The exodus is underway.
After the Chicago Bulls did not extend a qualifying offer to point guard Kris Dunn on Nov. 16, the 2016 fifth overall pick agreed to a two-year, $10 million deal with the Atlanta Hawks on Saturday, Adrian Wojnarowski reported.
“Dunn, 26, leaves the Bulls after three seasons. He has developed into one of the league’s best defenders, a talent that’ll make him a valuable addition to an offensive-minded Hawks team,” Wojnarowski added.
Dunn becomes the first of what could be several members of the 2019 Bulls with who the new regime will part ways with. After a 22-43 record a season ago, the adage “no one is safe” has echoed the Bulls’ media circles. The organization has already seen changes to all four levels of management.
Guard Shaquille Harrison was also not extended a qualifying offer this week and is available in free agency after a breakout season in 2019. The likelihood of the Bulls re-signing Harrison is low after the organization signed former Brooklyn Nets guard Garrett Temple late in the evening on Free Agent Friday.
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Dunn & Harrison Developed into Elite Defenders with the Bulls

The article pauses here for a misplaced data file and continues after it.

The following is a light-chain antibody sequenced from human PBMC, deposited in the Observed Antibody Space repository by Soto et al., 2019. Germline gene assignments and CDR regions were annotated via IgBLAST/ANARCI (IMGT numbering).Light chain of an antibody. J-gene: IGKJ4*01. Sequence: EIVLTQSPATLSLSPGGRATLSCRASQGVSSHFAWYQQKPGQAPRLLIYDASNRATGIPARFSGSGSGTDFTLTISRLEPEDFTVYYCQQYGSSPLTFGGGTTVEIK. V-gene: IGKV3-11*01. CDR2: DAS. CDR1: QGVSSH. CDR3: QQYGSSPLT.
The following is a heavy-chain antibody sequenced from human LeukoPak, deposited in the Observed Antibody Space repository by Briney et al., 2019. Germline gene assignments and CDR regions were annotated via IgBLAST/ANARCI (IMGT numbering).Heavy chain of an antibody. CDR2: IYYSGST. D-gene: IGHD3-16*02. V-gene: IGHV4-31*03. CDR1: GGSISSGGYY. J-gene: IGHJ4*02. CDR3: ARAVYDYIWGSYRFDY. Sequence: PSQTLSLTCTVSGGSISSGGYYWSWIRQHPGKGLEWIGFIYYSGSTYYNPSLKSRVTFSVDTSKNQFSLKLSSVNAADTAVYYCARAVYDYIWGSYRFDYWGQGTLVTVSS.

Over the past three seasons, Dunn played in 149 games, including 119 starts, averaging 10.4 points, 5.1 assists and 1.8 steals per game.
In his 51 games last season before suffering a knee injury, Dunn ranked second in steals per game last season (2.0) and had the highest steal percentage in the league (3.83%). Dunn received four first- and 23 second-team votes for the All-Defensive teams — the most points by a player not named to either team.
His improved defense shifted his focus away from scoring as Dunn averaged a career-low 7.3 points per game last season and shot 25.9% from three-point range.
Harrison led the NBA in steals per 36 minutes (2.1) and improved as a three-point shooter, converting 38.1% of his shots from beyond the arc in 2019-2020.
Signs of Change
Both Dunn and Harrison’s releases are signs of new vice president of basketball operations Artūras Karnišovas’ vision of having two-way players and to rid the team of one-way specialists like Dunn and Harrison.
“I like high pace, moving the ball,” Karnišovas said in April after his hiring. “We were a very good passing team in Denver. It’s a very entertaining brand of basketball. I like multi-positional players. I like guys with high basketball IQ that play off each other, a read and react offense.”
Temple, a 10-year veteran, provides versatility and a veteran presence that exudes professionalism on a team where come Dec. 1 when practice starts, everyone will be expected to compete for their jobs.
The Bulls roster is currently full with 15 players under contract, however, there are still copious amounts of trade scenarios that could play out by mid-season that the new management is entertaining in their overhaul of the organization.
Veteran guard Denzel Valentine has agreed to a single-year, $4.7 million contract to remain with the Bulls, whose backcourt consists of Zach Lavine, Coby White, Tomas Satoranski, Ryan Arcidiacono, Temple and Valentine.
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